IceBridge has now generated three years of laser altimetry data over certain locations to continue the record from NASA's Ice Climate and Elevation Satellite (ICESat), which stopped operating in 2009. IceBridge measurements show Pine Island following its rapid deterioration that began around 2006. Combined IceBridge and ICESat data show the glacier is losing more than six times as much mass per year -- mass loss was measured at 7 gigatons a year in 2005 and about 46 gigatons a year in 2010 – making it one of the most significant climate change response trends that scientists see worldwide. For comparison, the Chesapeake Bay holds about 70 gigatons of water.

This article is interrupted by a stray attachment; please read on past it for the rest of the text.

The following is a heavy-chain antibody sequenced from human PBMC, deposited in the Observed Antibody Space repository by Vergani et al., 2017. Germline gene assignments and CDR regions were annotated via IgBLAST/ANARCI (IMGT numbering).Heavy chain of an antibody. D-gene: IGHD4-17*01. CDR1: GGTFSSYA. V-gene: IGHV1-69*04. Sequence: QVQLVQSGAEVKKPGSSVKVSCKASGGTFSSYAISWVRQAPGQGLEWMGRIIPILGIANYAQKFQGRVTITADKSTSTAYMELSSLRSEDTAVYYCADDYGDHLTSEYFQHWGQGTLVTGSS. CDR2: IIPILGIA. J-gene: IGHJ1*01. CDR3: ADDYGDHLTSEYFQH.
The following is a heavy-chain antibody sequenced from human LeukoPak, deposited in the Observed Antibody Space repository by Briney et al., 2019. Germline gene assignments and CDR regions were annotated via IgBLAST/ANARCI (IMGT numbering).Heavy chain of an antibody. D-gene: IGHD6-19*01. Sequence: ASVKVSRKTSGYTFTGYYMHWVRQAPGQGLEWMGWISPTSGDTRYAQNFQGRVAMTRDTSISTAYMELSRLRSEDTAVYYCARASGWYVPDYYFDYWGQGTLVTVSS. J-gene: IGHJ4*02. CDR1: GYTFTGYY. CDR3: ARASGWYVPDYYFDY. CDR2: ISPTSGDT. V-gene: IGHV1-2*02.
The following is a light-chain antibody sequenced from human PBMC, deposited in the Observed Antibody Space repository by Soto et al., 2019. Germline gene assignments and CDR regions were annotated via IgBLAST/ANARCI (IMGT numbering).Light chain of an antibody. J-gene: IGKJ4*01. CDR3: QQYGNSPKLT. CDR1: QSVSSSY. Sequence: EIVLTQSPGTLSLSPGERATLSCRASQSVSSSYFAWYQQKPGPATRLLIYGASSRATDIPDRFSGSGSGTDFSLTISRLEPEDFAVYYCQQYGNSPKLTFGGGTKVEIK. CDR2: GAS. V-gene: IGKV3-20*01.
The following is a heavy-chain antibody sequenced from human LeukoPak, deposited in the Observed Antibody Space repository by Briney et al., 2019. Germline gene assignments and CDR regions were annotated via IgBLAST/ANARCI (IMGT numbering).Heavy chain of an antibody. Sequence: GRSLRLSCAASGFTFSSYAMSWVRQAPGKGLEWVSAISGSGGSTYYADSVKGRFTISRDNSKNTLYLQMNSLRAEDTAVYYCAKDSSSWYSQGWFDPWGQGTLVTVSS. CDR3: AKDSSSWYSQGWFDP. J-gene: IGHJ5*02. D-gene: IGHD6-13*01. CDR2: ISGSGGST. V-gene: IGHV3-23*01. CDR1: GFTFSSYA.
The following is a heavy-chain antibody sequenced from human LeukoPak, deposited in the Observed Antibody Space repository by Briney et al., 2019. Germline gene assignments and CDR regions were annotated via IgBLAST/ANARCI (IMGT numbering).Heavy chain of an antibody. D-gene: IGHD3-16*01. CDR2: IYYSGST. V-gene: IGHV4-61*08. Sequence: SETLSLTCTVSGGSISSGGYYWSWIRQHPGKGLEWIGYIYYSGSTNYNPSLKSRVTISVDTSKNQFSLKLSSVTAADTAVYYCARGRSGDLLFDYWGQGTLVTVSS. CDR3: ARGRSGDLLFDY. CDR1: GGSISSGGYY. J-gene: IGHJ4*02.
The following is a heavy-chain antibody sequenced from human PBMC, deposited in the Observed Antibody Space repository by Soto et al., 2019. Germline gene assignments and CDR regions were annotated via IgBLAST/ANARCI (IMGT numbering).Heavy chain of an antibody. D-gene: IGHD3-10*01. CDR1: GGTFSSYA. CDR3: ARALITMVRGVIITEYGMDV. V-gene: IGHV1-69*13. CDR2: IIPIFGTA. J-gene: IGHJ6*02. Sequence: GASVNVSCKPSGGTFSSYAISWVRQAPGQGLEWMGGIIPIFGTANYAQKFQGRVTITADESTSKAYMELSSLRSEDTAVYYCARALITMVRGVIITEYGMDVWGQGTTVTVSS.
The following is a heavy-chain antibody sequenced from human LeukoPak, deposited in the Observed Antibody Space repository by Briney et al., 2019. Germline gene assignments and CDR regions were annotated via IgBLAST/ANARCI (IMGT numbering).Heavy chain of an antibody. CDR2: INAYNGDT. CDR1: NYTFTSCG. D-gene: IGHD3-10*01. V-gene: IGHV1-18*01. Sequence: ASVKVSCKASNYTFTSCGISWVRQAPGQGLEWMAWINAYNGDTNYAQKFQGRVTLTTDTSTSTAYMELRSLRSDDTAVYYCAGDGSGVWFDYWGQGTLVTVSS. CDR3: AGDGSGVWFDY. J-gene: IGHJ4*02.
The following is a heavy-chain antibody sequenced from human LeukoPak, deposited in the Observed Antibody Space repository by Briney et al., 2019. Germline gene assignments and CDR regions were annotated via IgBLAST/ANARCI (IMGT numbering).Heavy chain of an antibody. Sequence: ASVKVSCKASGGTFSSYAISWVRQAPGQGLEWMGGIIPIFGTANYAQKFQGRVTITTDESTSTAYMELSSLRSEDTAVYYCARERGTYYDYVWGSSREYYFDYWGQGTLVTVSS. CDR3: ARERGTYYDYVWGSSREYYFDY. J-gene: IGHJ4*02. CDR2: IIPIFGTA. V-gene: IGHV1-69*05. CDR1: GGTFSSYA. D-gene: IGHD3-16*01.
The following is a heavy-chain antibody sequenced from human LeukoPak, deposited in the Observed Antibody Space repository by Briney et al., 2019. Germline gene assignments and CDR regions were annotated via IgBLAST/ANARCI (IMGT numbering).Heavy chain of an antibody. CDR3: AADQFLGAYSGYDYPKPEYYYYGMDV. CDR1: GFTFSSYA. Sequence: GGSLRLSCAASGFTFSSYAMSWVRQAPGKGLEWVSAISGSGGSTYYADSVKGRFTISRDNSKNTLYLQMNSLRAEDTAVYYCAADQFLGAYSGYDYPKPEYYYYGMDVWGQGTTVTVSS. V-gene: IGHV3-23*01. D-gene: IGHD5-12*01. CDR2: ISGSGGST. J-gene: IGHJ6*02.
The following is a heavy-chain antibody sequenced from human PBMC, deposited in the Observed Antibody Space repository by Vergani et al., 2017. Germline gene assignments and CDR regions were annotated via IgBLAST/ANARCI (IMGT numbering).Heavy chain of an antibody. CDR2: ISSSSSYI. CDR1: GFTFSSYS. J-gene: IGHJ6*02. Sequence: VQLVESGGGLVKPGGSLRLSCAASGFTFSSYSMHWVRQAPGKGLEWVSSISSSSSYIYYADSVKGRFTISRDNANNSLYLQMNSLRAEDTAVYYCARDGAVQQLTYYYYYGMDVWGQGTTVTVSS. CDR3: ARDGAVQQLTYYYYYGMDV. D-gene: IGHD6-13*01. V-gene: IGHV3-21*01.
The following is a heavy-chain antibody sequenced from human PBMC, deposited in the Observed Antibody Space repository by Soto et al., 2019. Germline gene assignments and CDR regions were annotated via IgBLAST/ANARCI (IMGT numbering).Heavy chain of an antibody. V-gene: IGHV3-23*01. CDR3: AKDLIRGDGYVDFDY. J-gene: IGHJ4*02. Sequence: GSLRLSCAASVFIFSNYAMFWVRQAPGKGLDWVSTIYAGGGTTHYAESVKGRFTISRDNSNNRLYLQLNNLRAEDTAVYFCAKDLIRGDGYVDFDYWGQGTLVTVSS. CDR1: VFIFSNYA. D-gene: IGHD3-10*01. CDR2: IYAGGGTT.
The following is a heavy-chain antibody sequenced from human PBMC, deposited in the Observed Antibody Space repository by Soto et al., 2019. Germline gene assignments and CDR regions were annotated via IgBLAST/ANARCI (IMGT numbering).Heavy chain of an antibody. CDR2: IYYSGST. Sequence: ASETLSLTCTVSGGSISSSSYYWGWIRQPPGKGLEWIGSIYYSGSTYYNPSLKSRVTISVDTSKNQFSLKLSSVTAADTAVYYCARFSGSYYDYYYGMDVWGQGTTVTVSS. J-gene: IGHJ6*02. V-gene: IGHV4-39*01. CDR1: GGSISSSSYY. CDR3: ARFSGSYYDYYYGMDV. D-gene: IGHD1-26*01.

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    Watching the Birth of an Iceberg

    Oct. 14, 2011 IceBridge flight reveals a large, long-running crack, plainly visible across the Pine Island Glacier Ice Shelf. › View larger
    NASA's DC-8 flew over the Pine Island Glacier Ice Shelf on Oct. 14, 2011 as part of the agency's Operation IceBridge. A large, long-running crack was plainly visible across the ice shelf. The DC-8 took off on Oct. 26, 2011, to collect more data on the ice shelf and the crack. The area beyond the crack that could calve in the coming months covers about 310 square miles (800 square kilometers), IceBridge project scientist Michael Studinger said. Credit: NASA/Michael Studinger
    › View associated video